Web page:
I do not wholeheartedly disagree with Kevin and if you are not sure, using a single neutral color on walls and ceilings throughout a home will certainly not get you in trouble. And as suggested, use color accents in pillows, art and things to make changes. Then take a nap because it does get BORING.
I could make your rooms seem much larger just by playing with color flow and much bolder values of color. I might have to change at least some of your ceilings from white to something else. Depending on how tricky I wanted to be and how much I also played with lighting? That ceiling fan, for example is really reinforcing your low ceilings to an uncomfortable point and those lights on it in the center of the room are doing no real good. You could distribute the light where you could really use it with some floor or table lamps or even a clever sconce or something.
White ceilings and an elaborate multi-bulb ceiling fixture right in the middle of the room really date back to the days of gaslight fixtures when they had to be there less you burn the house down. And you needed as much light reflected from them on a white background as possible. Nothing in a home makes less sense with the exception of perhaps the evolution of the old icebox. You open a humungous 9,000 cubic foot thing to grab a can of soda. Why not have smaller distributed refrigerators? How often, for example do you open yours for meat compared to milk or something to drink? Let's move on please.
I could make your living room look 400x400 with a glimmering hopeful bedroom off of it. Just playing with paint. And if you were a client we would talk about when and how you use the different rooms so I knew about color of light and your color rendering index for the times you are in the room.
The idea to take some sharper pictures and color correct them is great. Then do put them into one of the simulators. I use Benjamin Moore's the most but they all work the same. Color Impact from Tiger Color in Oslo is my fave go to exploration tool. And of course www.easyrgb.com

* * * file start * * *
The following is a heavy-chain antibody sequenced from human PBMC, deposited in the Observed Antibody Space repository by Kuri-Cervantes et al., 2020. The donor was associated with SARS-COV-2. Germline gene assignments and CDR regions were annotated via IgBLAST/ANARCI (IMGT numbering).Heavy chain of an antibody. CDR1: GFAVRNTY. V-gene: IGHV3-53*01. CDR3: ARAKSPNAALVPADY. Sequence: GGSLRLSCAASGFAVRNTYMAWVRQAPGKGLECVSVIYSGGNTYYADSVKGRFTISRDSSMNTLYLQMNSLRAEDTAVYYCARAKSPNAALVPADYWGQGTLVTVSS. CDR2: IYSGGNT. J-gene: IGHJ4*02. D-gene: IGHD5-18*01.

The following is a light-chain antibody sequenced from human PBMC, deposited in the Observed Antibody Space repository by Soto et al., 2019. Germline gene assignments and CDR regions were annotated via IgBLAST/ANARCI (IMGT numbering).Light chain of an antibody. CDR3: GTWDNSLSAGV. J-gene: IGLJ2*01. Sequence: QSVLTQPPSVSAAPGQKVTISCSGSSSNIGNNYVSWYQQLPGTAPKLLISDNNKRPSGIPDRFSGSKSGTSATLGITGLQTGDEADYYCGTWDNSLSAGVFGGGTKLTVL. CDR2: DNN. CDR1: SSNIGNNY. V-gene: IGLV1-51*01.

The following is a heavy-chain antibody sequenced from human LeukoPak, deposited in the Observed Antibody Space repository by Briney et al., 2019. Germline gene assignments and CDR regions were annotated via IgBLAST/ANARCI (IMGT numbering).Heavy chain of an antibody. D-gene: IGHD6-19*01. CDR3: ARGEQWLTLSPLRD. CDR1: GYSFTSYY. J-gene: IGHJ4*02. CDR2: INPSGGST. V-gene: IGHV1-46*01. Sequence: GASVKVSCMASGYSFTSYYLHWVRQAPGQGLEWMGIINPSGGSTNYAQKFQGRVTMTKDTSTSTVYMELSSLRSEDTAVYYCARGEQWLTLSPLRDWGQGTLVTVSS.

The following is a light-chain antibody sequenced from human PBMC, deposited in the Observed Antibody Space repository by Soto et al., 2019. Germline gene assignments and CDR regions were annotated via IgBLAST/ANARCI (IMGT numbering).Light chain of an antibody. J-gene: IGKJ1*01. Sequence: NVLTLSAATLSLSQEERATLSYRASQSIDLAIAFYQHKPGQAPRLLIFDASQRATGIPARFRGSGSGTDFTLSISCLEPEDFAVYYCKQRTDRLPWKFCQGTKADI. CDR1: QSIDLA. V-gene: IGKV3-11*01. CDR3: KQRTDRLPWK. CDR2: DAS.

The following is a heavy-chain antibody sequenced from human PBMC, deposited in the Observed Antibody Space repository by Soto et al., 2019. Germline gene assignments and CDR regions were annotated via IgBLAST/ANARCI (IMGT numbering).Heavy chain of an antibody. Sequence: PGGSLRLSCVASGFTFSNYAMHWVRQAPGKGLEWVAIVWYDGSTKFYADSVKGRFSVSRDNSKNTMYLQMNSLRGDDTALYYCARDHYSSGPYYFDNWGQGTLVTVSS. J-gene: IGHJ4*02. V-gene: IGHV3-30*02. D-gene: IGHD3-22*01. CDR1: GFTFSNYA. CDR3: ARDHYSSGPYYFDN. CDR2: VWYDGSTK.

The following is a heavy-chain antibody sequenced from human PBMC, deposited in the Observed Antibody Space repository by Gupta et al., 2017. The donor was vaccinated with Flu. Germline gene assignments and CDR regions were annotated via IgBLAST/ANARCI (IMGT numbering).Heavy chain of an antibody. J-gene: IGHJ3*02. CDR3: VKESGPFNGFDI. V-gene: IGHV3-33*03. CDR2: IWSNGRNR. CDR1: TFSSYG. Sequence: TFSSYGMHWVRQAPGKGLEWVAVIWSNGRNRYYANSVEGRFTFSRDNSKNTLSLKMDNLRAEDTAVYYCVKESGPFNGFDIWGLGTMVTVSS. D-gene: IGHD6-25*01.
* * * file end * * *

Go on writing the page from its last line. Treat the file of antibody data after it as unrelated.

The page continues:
is free and great if you take Blondsense's advice and scour magazines. Pick a color pixel from a photo you like, run the rgb code through easyrgb and it will kick out the four closest paint names, swatches and numbers from the company whose virtual painter you are using.
And if you are not sure? Try one of those paint samplers or a quart of something. People like me and interior designers can get you large 8x8 swatches of things for free. A real paint store will sometimes order them for you too. I have a masters in fine arts with a concentration in theoretical and applied color theory and have been working with it for decades at times to make a living. I cannot make a decision based on those tiny strips and chip things. And those who think they can pick colors in the store are absolutely psychotic and delusional. You have to take some home. And you know, a better idea if you shop at a real paint store is to borrow the whole wall full of color in the form of a fan deck or two. They will gladly lend you one.
Think about working with an interior designer. They are not just for the rich and I have enjoyed all that I have worked with and especially those who helped make my interiors special. Most work mainly off commissions of wholesale things they buy for you and I have always ended up cheaper than if I tried to buy retail myself. Of course in color consulting they and architects are my clients so it works out.
Have fun. Sometimes small little houses like yours are the most enjoyable. I always loved working on them.